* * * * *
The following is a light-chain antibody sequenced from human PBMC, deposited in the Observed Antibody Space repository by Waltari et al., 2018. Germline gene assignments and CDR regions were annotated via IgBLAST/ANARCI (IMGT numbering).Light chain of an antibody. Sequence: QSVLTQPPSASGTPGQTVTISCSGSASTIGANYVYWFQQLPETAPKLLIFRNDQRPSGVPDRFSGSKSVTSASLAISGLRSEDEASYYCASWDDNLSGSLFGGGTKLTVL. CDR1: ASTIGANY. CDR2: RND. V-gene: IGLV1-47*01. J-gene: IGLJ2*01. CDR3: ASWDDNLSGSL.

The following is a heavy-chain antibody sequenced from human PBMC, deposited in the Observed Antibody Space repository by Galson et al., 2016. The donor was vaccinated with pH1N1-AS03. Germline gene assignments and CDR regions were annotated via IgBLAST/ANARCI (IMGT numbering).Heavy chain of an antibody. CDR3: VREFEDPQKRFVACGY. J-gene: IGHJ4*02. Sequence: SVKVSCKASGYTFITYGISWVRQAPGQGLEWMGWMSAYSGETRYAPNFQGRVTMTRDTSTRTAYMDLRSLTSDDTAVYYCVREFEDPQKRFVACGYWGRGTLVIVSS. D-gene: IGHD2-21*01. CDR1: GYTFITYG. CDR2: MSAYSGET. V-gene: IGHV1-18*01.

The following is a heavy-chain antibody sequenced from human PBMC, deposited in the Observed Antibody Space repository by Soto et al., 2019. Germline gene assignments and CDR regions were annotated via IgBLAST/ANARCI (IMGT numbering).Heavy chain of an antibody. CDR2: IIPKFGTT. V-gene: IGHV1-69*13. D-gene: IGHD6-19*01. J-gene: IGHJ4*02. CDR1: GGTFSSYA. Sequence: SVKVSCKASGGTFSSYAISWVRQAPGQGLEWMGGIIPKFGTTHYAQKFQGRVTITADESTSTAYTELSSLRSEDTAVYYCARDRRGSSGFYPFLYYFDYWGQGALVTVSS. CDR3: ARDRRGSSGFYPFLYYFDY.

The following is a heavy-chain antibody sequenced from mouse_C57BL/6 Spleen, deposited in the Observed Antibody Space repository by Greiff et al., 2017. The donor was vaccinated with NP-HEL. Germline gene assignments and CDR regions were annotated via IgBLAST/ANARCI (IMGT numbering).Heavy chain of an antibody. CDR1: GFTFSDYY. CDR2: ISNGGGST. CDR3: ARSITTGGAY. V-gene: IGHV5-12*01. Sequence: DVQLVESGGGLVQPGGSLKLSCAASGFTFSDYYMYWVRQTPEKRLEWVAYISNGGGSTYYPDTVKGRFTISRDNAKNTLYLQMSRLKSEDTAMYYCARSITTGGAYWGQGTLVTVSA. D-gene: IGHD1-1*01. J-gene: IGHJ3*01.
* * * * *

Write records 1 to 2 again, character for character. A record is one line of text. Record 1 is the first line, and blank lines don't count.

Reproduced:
The following is a light-chain antibody sequenced from human PBMC, deposited in the Observed Antibody Space repository by Waltari et al., 2018. Germline gene assignments and CDR regions were annotated via IgBLAST/ANARCI (IMGT numbering).Light chain of an antibody. Sequence: QSVLTQPPSASGTPGQTVTISCSGSASTIGANYVYWFQQLPETAPKLLIFRNDQRPSGVPDRFSGSKSVTSASLAISGLRSEDEASYYCASWDDNLSGSLFGGGTKLTVL. CDR1: ASTIGANY. CDR2: RND. V-gene: IGLV1-47*01. J-gene: IGLJ2*01. CDR3: ASWDDNLSGSL.

The following is a heavy-chain antibody sequenced from human PBMC, deposited in the Observed Antibody Space repository by Galson et al., 2016. The donor was vaccinated with pH1N1-AS03. Germline gene assignments and CDR regions were annotated via IgBLAST/ANARCI (IMGT numbering).Heavy chain of an antibody. CDR3: VREFEDPQKRFVACGY. J-gene: IGHJ4*02. Sequence: SVKVSCKASGYTFITYGISWVRQAPGQGLEWMGWMSAYSGETRYAPNFQGRVTMTRDTSTRTAYMDLRSLTSDDTAVYYCVREFEDPQKRFVACGYWGRGTLVIVSS. D-gene: IGHD2-21*01. CDR1: GYTFITYG. CDR2: MSAYSGET. V-gene: IGHV1-18*01.